Non-cash remuneration: NICs avoidance
Schemes involving payment in non-cash remuneration first appeared after the upper earnings limit on employer’s NICs was abolished in 1985. Previously employers had to pay NICs only up to a threshold level of employee earnings, but from 1985 employers had to pay NICs on the full amount of earnings.
This obligation could be avoided altogether by providing employees with non-cash remuneration disregarded from the calculation of earnings as a payment in kind. This was the basis of schemes first adopted in the late 1980s.
Consequently NICs avoidance, rather than PAYE avoidance, was the main motivation for employers using these schemes. Nevertheless, employers also claimed that the arrangements avoided the obligation to operate PAYE.
Outright tax avoidance was not normally a feature of these schemes. The employer and employee typically declared the non-cash award as a benefit in kind in their respective tax returns. The employee then paid the tax liability under assessment. But the payment date could be much later than that on which tax deducted under PAYE should have been accounted for by the employer. For payments made on or after 6 April 1996, payment might be as much as 21 months after the date on which PAYE would have been due on the same payment. This tax deferral represented a cost to the Exchequer equivalent to lost interest.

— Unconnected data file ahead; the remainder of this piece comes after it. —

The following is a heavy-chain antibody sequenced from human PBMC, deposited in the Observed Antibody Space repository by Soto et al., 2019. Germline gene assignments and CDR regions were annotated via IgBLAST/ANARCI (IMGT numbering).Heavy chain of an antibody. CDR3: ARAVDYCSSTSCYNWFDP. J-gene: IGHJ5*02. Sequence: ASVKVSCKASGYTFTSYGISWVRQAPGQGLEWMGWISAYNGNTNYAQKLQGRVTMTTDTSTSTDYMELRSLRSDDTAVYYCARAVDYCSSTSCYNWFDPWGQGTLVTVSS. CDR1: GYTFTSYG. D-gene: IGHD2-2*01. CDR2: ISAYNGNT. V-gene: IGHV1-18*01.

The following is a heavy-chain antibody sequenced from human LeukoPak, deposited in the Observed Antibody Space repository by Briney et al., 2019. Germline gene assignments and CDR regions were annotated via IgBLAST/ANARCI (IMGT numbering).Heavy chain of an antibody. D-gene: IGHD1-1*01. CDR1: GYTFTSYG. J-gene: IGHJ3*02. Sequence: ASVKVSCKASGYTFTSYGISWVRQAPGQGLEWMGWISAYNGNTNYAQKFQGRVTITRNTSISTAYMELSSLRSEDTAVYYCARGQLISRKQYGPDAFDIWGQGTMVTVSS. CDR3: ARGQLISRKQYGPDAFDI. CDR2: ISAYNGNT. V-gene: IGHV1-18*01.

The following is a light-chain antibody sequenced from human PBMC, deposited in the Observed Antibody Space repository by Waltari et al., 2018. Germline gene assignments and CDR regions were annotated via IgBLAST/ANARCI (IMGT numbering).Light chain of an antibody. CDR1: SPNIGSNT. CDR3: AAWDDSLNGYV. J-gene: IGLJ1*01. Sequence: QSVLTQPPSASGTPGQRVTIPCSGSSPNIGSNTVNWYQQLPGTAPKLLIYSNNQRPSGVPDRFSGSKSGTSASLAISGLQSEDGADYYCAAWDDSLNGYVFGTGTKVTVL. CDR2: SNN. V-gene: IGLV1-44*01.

Further guidance on NICs avoidance
Further guidance on NICs avoidance is contained within the National Insurance Manual at NIM4000 onwards. For advice on technical and practical handling of the NICs aspects of non- cash remuneration schemes, in the first instance, please contact your local Employer Support Team.